Is Herbalife MLM a pyramid scheme?

Multilevel Marketing under Fire: Herbalife Defends Its Business Model Amanda BrownBPA 1385 November 2017.
Why has Herbalife’s multilevel compensation model been accused of being a pyramid scheme? Herbalife’s business model has been around for several years. Despite being around all these years many are still questioning whether this business model is a pyramid scheme.

Herbalife business has proven over the years to be a success, nevertheless according to William Ackman who has conducted a study, his conclusion that Herbalife is a pyramid scheme.
William Ackmanand and his team claimed Herbalife is fraudulent because the company had invested over $1 billion dollars’ worth of Herbalife products in short sale. He accuses Herbalife in a three-hour presentation. Some of the accusations are that most Herbalife contractors lost a huge amount of money.

Other grounds for the accusations is the fact that one percent of Herbalife contractors get the highest pay and receive more than the amount generates from the sale of Herbalife products (Odies C. and Fraedrich 459).
There is also other accusation that Herbalife has issue false accounting statements, even though there isn’t enough evidence to prove this accusation.

Herbalife opportunity is for the self-motivated people who have a passion for sales and desire to make some extra income. Even though working for Herbalife can become one’s primary source of income although it is easy to get carried away and fall for the misleading promises of quick and easy money, promising large sums of money, and not having to work, hard. This can sound tempting.

Is Herbalife a legitimate direct selling business model?

Herbalife business model requires its representatives to purchase products from the company or from other members to demonstrate with.
Herbalife company is a direct-selling business, this means their protein shakes and nutritional supplements products are not sold in stores. The company’s Top executives praise the benefits of gathering members into groups called “nutrition clubs”—these social groups are supported by the company at which time shakes are consumed and healthy way of life is being talked about.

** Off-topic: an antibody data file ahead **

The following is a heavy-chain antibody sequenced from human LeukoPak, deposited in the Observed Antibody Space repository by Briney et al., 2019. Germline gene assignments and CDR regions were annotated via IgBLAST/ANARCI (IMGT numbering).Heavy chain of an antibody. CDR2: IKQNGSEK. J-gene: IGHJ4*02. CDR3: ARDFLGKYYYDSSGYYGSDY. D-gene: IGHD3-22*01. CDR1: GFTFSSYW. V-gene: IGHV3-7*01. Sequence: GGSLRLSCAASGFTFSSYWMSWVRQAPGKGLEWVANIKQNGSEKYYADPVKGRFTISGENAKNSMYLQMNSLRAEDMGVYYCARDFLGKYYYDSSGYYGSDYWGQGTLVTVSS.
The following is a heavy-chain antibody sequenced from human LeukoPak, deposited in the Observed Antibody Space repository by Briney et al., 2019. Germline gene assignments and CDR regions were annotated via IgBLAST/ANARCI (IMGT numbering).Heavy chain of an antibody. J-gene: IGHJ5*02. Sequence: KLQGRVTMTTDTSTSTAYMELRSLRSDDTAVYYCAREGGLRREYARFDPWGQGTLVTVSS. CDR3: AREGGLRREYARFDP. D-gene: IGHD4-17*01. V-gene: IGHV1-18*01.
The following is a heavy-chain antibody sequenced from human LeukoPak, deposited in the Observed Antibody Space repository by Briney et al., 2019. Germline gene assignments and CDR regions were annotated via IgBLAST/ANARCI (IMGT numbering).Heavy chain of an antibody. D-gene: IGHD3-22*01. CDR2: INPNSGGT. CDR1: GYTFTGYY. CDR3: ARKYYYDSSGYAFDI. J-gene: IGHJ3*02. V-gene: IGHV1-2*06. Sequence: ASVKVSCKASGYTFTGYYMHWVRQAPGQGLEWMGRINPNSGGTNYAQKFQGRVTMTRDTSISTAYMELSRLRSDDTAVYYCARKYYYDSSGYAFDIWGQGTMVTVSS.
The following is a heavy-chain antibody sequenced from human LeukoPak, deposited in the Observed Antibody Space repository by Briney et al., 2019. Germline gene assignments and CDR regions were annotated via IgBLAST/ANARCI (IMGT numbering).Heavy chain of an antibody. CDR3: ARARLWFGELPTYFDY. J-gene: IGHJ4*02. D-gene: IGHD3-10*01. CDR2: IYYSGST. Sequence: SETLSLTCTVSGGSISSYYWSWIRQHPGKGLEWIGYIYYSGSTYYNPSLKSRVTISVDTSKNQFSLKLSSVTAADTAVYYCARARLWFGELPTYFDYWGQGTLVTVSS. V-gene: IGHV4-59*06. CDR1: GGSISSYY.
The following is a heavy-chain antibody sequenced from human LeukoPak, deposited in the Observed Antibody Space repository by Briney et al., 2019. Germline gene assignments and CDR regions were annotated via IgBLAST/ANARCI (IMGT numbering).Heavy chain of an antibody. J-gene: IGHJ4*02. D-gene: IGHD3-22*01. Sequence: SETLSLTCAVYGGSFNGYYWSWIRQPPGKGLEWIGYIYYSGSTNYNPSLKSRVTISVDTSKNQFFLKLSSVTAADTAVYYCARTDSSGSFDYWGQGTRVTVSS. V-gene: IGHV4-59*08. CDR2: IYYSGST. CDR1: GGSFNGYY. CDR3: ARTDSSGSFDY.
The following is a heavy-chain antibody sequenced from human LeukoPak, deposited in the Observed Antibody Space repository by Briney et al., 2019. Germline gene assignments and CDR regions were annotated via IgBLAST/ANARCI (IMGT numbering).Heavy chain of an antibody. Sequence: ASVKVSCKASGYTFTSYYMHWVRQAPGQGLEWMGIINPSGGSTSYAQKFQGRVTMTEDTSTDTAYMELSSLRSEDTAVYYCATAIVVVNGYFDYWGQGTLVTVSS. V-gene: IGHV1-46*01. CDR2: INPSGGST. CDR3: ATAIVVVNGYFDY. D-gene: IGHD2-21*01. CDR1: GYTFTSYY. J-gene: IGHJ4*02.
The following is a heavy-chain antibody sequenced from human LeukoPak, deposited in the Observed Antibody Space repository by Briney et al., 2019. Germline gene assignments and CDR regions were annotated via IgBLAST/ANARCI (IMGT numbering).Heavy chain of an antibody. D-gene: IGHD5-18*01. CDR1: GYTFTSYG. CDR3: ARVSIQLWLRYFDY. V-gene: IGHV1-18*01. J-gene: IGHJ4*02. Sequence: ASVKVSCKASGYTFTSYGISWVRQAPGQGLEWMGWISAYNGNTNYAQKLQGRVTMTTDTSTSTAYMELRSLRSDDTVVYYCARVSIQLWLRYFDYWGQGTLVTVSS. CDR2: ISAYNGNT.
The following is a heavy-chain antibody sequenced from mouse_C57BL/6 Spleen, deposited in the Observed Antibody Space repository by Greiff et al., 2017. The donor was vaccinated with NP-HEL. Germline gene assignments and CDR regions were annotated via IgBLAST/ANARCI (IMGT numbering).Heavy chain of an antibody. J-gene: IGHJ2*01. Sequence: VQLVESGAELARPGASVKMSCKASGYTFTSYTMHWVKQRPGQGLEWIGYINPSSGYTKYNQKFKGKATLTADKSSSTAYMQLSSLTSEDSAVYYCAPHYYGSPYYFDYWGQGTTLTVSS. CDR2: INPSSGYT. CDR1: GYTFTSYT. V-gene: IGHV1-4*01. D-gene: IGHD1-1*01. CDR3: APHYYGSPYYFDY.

Here’s how to tell a legitimate business from a pyramid scheme:

Companies that are legitimate to support a vibrant marketplace by being competitive in selling. Selling top quality goods and services, providing a sustainable means by which to make money for anyone who so desires to sell those products.
• Supply accurate information regarding the company, the products and what to expect being a seller, selling the company’s goods and services.
• Charge nominal fee for a beginner’s kit – the cost to begin is $99 which includes products items samples, brochure, order forms, and other materials that a seller will need to start.
• Have some products or a service that has competitive out in the marketplace which user can purchase.
• Require the sellers to store little to no inventory and support a buyback policy that will protect against inventory loading.
• Base on compensation alone. Compensation can be made from your own sales or from the sales of others who you recruited.
• Take time to tell the prospect about the company, describe the products and allow potential salesperson enough time to process the information before making a final decision. – any worthwhile opportunity will still be available the next day. Legitimate direct sales company also emphasizes customer protection and guarantees.
Several of these are standards that are voluntary and will exceed the Federal Trade Commission (FTC) requirements or those mandated by federal or state law.

Pyramid schemes take advantage of and defraud people because of they:

Pyramid scheme, on the other hand, is a business model where income is generated primarily through recruiting new members. Because of this member are required to make an initial investment to become a member.

• Promise big earnings with little to no effort.
• Promise to earn a substantial amount of income from recruiting others to join the business.
• Most instances there is no “product” to sell, and if any they usually have little to no value.
• Convincing individuals to purchase huge amounts of inventory that they will not be able to sell back and cannot be returned (this is called “inventory loading”).
• Demand a substantial cost up-front to join, a one-time payment which is an obligatory payment for the products or services. Companies or individuals that promote pyramid schemes will try to force people to join immediately the opportunity will not be available later.
• Compensation base pay is on activity (these payments for recruitment are called “headhunting fees”). Participants that are forced to join are promised they will receive “headhunting fees” when they get others to join them.


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